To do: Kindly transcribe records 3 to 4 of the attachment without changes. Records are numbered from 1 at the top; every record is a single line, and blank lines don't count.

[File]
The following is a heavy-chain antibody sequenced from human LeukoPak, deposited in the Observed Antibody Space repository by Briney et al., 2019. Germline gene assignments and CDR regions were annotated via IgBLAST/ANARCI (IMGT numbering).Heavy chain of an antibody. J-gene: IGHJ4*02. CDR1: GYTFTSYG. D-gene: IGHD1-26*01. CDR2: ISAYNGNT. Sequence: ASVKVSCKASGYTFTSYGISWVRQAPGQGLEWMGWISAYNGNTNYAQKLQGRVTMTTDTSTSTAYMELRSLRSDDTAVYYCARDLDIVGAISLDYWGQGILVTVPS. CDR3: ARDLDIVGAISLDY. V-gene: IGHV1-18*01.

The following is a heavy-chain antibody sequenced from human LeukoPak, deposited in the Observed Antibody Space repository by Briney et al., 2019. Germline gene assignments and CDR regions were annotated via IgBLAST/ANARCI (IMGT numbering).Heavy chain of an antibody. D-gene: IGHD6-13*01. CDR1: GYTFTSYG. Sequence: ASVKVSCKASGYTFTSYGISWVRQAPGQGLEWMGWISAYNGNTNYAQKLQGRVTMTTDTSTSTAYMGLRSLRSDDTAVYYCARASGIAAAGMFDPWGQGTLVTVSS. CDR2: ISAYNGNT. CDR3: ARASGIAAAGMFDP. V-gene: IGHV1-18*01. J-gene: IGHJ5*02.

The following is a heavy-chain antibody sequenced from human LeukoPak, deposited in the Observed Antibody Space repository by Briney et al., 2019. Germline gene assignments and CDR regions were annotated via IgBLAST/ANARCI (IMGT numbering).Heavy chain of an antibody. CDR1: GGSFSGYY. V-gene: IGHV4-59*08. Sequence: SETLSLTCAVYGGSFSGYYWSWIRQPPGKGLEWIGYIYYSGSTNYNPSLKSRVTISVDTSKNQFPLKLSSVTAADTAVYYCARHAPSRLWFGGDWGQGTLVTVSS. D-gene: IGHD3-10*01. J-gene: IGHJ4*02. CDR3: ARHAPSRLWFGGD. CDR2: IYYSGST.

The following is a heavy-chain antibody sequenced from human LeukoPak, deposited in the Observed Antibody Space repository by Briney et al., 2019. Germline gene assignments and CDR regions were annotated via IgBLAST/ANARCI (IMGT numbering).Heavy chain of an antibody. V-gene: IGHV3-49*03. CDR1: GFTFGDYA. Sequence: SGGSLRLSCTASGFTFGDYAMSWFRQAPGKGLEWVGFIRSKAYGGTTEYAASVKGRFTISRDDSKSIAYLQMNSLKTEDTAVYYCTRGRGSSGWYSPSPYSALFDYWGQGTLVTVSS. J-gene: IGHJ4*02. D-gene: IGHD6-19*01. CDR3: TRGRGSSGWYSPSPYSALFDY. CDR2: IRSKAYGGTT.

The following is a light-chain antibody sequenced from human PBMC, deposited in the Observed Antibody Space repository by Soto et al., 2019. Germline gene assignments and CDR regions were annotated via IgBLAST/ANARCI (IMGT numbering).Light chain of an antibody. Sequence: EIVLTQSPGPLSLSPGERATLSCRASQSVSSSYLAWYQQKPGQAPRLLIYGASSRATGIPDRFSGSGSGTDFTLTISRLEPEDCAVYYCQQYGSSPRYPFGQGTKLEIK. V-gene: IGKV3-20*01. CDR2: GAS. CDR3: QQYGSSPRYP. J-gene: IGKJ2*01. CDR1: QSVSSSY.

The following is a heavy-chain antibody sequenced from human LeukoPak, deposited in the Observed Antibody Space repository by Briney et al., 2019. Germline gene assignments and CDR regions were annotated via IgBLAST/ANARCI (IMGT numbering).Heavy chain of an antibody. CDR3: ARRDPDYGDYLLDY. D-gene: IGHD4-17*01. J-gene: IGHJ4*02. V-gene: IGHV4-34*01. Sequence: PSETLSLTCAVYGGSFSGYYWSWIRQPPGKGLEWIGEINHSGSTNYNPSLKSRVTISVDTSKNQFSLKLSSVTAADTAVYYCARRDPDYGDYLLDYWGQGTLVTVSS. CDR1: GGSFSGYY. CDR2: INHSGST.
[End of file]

The following is a heavy-chain antibody sequenced from human LeukoPak, deposited in the Observed Antibody Space repository by Briney et al., 2019. Germline gene assignments and CDR regions were annotated via IgBLAST/ANARCI (IMGT numbering).Heavy chain of an antibody. CDR1: GGSFSGYY. V-gene: IGHV4-59*08. Sequence: SETLSLTCAVYGGSFSGYYWSWIRQPPGKGLEWIGYIYYSGSTNYNPSLKSRVTISVDTSKNQFPLKLSSVTAADTAVYYCARHAPSRLWFGGDWGQGTLVTVSS. D-gene: IGHD3-10*01. J-gene: IGHJ4*02. CDR3: ARHAPSRLWFGGD. CDR2: IYYSGST.

The following is a heavy-chain antibody sequenced from human LeukoPak, deposited in the Observed Antibody Space repository by Briney et al., 2019. Germline gene assignments and CDR regions were annotated via IgBLAST/ANARCI (IMGT numbering).Heavy chain of an antibody. V-gene: IGHV3-49*03. CDR1: GFTFGDYA. Sequence: SGGSLRLSCTASGFTFGDYAMSWFRQAPGKGLEWVGFIRSKAYGGTTEYAASVKGRFTISRDDSKSIAYLQMNSLKTEDTAVYYCTRGRGSSGWYSPSPYSALFDYWGQGTLVTVSS. J-gene: IGHJ4*02. D-gene: IGHD6-19*01. CDR3: TRGRGSSGWYSPSPYSALFDY. CDR2: IRSKAYGGTT.